Sunday, April 15, 2012

Road Trip-Epilogue: Determining the Scale of Fractal Patterns in a Holographic Universe.

The microcosm is the macrocosm.  This was made clear to me in Charlotte, North Carolina. 
Before leaving for Park City, Utah to perform in the Shakespeare Festival there, I sent out a slew of resumes to theatre companies in the region where my parents lived.  There was quite a number of them.  They were accompanied by a cover letter asking for an audition in order to be considered for whatever production they thought I might be suitable for in their upcoming season.  I found several positive replies waiting for me at my parents' house, the return address I had provided for them.  The first I went to was for a regional theatre company in Charlotte, North Carolina.  In my memory it was the ACE Theatre Company, but I can't find a current listing for it.  But this is my story, so I'll call it that.
It was on a Friday.  I had started working for my Dad and Uncle making cardboard tubes (similar to the ones used to wrap toilet paper around, but they didn't actually make those).  I was working to rebuild my finances and get back to Los Angeles after everything that happened.  They ran the tube factory on a four day/ten hour schedule, so I had every Friday off.  I got in a beat up old car I was paying my dad for and took off early.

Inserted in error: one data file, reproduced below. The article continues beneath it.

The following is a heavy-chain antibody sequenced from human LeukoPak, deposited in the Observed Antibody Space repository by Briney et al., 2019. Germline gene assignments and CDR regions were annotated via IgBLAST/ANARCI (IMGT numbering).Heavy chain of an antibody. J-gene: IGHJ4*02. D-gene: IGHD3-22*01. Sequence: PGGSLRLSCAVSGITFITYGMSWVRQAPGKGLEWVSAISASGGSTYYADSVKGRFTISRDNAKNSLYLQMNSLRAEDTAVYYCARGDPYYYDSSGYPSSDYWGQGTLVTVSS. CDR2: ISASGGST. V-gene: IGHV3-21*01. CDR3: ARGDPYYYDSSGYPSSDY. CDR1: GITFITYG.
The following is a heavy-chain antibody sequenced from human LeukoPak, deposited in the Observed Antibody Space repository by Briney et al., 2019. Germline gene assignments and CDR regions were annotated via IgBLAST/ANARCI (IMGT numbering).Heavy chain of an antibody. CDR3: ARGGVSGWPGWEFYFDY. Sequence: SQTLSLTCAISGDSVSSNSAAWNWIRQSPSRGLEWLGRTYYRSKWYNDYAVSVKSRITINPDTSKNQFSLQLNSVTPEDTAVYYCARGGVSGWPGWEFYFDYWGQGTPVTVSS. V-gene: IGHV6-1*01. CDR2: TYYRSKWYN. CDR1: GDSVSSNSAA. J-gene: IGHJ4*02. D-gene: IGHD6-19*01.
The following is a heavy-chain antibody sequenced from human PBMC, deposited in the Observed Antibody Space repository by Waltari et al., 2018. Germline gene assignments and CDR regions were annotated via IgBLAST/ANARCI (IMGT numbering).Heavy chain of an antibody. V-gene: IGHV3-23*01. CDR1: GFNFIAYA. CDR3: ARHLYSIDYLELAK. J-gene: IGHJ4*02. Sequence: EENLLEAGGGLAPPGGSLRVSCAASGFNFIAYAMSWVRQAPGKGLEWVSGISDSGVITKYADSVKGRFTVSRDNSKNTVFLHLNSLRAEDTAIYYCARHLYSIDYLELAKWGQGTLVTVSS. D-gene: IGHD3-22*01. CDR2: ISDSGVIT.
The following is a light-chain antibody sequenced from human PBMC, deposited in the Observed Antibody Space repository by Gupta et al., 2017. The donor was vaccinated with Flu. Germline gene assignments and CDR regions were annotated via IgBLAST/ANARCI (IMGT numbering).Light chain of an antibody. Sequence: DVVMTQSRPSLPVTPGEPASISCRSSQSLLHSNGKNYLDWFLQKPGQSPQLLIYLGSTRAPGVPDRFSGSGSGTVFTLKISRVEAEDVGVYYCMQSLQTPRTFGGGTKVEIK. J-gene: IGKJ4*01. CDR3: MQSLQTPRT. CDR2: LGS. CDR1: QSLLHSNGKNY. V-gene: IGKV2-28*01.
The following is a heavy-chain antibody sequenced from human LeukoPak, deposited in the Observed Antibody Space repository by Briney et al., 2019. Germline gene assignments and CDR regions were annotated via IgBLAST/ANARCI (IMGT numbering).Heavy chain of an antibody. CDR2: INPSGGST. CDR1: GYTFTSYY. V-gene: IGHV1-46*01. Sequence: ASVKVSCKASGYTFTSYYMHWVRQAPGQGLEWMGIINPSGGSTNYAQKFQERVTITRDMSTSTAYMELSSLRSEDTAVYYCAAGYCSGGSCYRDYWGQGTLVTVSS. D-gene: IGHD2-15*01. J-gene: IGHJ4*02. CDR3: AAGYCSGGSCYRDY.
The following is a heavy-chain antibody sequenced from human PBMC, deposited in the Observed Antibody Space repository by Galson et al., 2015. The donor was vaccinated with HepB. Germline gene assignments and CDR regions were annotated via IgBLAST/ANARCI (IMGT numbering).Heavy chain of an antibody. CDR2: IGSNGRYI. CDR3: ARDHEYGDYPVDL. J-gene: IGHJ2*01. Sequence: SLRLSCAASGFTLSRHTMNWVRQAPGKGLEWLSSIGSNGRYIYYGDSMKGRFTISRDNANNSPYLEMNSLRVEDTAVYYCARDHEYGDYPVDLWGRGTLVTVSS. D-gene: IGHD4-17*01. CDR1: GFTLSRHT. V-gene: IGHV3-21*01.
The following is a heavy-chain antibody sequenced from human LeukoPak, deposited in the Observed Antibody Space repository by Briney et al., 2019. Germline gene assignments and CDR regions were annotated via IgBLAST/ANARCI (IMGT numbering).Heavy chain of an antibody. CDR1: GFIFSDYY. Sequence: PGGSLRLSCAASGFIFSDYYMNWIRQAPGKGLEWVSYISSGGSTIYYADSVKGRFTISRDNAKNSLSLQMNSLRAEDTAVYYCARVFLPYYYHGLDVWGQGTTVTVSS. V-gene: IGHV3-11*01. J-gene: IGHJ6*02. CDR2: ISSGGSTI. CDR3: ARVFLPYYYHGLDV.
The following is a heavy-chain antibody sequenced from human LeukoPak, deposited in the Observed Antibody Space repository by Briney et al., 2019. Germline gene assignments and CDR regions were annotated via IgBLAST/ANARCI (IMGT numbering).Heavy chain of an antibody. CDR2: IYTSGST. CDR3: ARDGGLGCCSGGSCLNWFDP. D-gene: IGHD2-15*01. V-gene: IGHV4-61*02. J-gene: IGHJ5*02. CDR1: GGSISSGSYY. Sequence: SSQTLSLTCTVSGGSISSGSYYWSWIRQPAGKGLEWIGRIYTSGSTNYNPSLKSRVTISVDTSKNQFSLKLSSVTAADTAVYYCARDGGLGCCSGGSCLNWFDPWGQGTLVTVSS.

Charlotte was a clean looking town.  About as clean as the cities I would later visit in Japan.  It was overcast and cloudy on the drive from Flat Rock to Charlotte.  The clouds caught up with me by the time I got there, brooding over me like the thick bunched up brows of an angry old man. 
I parked in a lot behind the theater.  I walked inside.  I found myself backstage.  I felt a little thrill go through me.  I poked my head into the dressing room and looked around.  I felt as if I'd finally reached...
A guy with a clipboard in one hand and a headset in the other walking by and spotted me.  Very politely, but pointedly, he asked me if I needed help.  I told him I was there to audition for the artistic director.  He nodded like he was in on something, and pointed beyond the walls to my left.  They, the artistic director and the casting director, were at the administrative offices a couple blocks away.  He gave me the address.  I walked back outside.  
Since it was fairly close, I figured I'd walk.  I regretted this decision by the time I was half way there.  Little drops of water started to fall from the sky.  They became bigger drops by the time I made the decision to start running.  They turned into liquid bullets being fired by a machine gun over head by the time I reached the steps to the back door of the offices for the theatre company. 
Two men were just about to come out.  One of them, a guy with crutches, the kind with the metal hooks on the end that wrap around your arm, spotted me and held the door open.  I gave him a guilty nod of thanks and went inside.
I found a secretary.  I told her who I was.  I explained to her why I was there.  She shook her head.  She leaned over and called for someone through an open door.  Another woman stepped out.  I told her who I was.  I explained to her why I was there.  
"Oh...  You just missed him."  She pointed toward the door.  "He and the casting director just left to meet someone at the theater."